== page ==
More Chins than a Chinese Phonebook

It’s an old joke, but for the Chinese it is no laughing matter.  In the past 30 years not only has there been an explosion in the Chinese economy, there has been an explosion in the ever-increasing size of the collective Chinese waistline.  There are now more overweight or obese people in China than ever before.  British economist Paul French and author of “Fat China” explains;  “In the last 30 years they’ve gone from famine to feast in just two generations”.  There are now around 200 million people in china that can be classified as being overweight.  Around half of those are regarded as being obese.

It is not simply the vast number of overweight or obese people in China that is concerning, it is the speed at which the problem has developed.  Obesity and the resulting health problems are now becoming more common in children.  The Chinese government now faces the real possibility of a major health crisis in the coming years if this issue is not tackled.  It is hard to believe that in the 1960’s, China had one of the worst famines in its history.  Between 1959 and 1961, millions of Chinese died through starvation.  This disaster has been attributed to a combination of drought, poor weather conditions and political policy at the time.  The exact number of those who died has been debated over the years with conservative estimates at around 15 million while others believe the figure to be as high as 43 million.  The truth is that it is now impossible to calculate.  Even death in China is on an incredible scale.

What are the reasons for this increasing obesity problem and how have the attitudes towards food changed through the generations to arrive at this point?  Like any major social and health problem, there is no single reason, but rather a combination of factors.

Social Divide and Employment

Despite the economic boom, many people in China still find it hard to make a living and feeding and clothing themselves is a daily struggle.  For many in the big cities however, this is not such a problem.  There is a huge financial divide between people in the cities and people in rural farming communities.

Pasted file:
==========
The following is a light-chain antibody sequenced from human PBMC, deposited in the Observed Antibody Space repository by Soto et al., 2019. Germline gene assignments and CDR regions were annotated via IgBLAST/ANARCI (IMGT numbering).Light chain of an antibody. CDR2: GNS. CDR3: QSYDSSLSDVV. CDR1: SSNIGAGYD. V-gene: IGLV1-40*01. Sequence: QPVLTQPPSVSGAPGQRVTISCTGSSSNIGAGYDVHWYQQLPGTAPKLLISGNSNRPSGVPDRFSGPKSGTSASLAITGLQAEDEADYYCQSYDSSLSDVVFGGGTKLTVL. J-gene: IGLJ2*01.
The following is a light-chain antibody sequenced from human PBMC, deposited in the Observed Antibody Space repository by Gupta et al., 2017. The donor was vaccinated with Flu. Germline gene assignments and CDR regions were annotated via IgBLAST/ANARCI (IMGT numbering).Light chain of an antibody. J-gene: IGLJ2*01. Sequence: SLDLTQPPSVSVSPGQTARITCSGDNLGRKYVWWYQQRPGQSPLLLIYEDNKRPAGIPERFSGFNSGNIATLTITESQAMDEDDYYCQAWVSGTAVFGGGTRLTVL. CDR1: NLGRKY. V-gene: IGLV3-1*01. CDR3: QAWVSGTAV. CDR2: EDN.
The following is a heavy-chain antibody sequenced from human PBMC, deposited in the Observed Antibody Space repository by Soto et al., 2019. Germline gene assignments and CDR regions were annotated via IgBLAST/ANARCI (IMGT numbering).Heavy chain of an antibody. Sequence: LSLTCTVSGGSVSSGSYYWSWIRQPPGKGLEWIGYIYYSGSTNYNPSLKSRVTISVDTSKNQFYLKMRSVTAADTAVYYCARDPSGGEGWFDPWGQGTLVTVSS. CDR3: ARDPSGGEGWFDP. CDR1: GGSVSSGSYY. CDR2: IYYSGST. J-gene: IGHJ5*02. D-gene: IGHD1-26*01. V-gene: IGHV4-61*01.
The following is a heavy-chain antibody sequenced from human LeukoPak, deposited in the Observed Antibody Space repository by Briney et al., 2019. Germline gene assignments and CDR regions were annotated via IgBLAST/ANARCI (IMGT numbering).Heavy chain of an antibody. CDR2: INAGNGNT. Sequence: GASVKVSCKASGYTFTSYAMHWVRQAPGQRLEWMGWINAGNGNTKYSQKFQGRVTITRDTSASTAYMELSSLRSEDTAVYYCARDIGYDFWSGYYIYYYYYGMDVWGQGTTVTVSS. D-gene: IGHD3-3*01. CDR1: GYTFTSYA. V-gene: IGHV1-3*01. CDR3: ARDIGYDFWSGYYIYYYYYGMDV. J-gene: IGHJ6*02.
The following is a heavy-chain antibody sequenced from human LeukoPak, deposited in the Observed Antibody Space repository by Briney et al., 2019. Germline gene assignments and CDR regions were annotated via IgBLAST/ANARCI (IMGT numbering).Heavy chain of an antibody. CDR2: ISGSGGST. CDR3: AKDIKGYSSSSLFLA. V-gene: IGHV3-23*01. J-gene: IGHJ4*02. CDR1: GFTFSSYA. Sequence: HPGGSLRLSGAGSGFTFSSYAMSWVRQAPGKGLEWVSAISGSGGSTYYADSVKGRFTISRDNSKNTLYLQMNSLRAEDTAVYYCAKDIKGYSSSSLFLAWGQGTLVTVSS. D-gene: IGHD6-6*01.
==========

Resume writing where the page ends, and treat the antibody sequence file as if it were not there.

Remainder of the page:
China was once an extremely lean society.   Even since the mid 1970’s the vast majority of people still scraped a living off the land, working long, backbreaking hours to barely be able to feed themselves.  Since the country began to allow free trade there has been a huge shift in employment opportunities.

The numbers of Chinese people working in agriculture has decreased since 1950 and there has been a sharp decline since 1970, with more people working in Manufacturing and Services.  This has been due to the changing ideology of the Chinese hierarchy and the reconstruction of the country.  More people are now working in factories, construction sites and offices in the cities.  This shift from agricultural work has meant higher wages and on average less physically demanding jobs.  That’s not to say that the Chinese don’t work long and physically demanding hours however.  Many people travel many hundreds of miles to find work and send much of their earnings back home for their families.  On average the standard of living has improved sharply though the generations and people now enjoy the benefits of a better economy and the perks that come with it.  The perks are higher earnings allowing people to eat whatever, whenever they want.  A developing middle class in China has meant that many people have a much more disposable income than ever before.

The emergence of this middle class has meant more people spend much more on commodities and luxuries than they could hope to dream of 30 years ago.  People in China can now shop, where and when they want.  There is no real surprise that a more westernised outlook to business and free trade has brought a more westernised style of living.  Mass produced food products and the emergence of supermarkets and a 24 hour lifestyle has meant the Chinese diet is of a much poorer standard than previous generations.

Fast Food

The arrival of the Americanised fast food industry in China certainly hasn’t helped.  McDonald’s, KFC and Taco Bell are now commonplace throughout the big cities in China.  The Chinese knack for copying has meant that replicas of these types of fast food restaurants are appearing all the time.  There is now a copy of Starbucks called Bucksstar, a rip off version of Pizza Hut called Pizza Huh and a knockoff McDonald’s called McDnoald’s?  Although none of these can rival KFC, which is the most popular fast food restaurant in China.

Higher income has meant bigger portions too.  Bigger portions and less physical exercise will inevitably lead too a bigger waistline.  China is well on track to emulate the Americans in this respect.  Children and young adults are the ones most likely to frequent these fast food establishments shunning more traditional foods for the quick, sugar rich alternatives.  Sweets, which were typically an uncommon treat, only a generation ago, are now a common daily snack among young people.

The One Child Policy

Interestingly one of the more bizarre reasons attributed to the rise of obesity has been the Chinese “one child policy”.

Many have argued that this results in parents overindulging their children.  Parents with comfortable incomes will lavish their children with snacks and big portions.  This may not be the case if there were more mouths to feed.  It is the younger generations that are suffering the most with a large increase of diabetes in children across China.

Parallels